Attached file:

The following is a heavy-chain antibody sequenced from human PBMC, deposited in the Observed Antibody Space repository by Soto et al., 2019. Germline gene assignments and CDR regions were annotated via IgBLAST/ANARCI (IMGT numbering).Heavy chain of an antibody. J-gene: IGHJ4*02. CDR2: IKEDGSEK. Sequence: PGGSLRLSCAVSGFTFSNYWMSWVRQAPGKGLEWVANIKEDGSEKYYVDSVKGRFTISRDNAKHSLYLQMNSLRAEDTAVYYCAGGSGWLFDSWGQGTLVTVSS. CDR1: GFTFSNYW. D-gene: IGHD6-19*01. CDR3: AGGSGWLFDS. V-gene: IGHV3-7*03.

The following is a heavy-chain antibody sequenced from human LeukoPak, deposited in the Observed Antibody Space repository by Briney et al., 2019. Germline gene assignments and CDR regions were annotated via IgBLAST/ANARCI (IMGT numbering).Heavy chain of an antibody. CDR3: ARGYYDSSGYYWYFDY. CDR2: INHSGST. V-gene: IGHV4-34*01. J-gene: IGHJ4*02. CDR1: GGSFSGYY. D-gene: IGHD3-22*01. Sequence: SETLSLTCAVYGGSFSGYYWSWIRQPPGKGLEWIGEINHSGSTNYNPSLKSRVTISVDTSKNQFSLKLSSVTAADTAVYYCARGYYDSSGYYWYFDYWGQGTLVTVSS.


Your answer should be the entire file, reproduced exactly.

The following is a heavy-chain antibody sequenced from human PBMC, deposited in the Observed Antibody Space repository by Soto et al., 2019. Germline gene assignments and CDR regions were annotated via IgBLAST/ANARCI (IMGT numbering).Heavy chain of an antibody. J-gene: IGHJ4*02. CDR2: IKEDGSEK. Sequence: PGGSLRLSCAVSGFTFSNYWMSWVRQAPGKGLEWVANIKEDGSEKYYVDSVKGRFTISRDNAKHSLYLQMNSLRAEDTAVYYCAGGSGWLFDSWGQGTLVTVSS. CDR1: GFTFSNYW. D-gene: IGHD6-19*01. CDR3: AGGSGWLFDS. V-gene: IGHV3-7*03.

The following is a heavy-chain antibody sequenced from human LeukoPak, deposited in the Observed Antibody Space repository by Briney et al., 2019. Germline gene assignments and CDR regions were annotated via IgBLAST/ANARCI (IMGT numbering).Heavy chain of an antibody. CDR3: ARGYYDSSGYYWYFDY. CDR2: INHSGST. V-gene: IGHV4-34*01. J-gene: IGHJ4*02. CDR1: GGSFSGYY. D-gene: IGHD3-22*01. Sequence: SETLSLTCAVYGGSFSGYYWSWIRQPPGKGLEWIGEINHSGSTNYNPSLKSRVTISVDTSKNQFSLKLSSVTAADTAVYYCARGYYDSSGYYWYFDYWGQGTLVTVSS.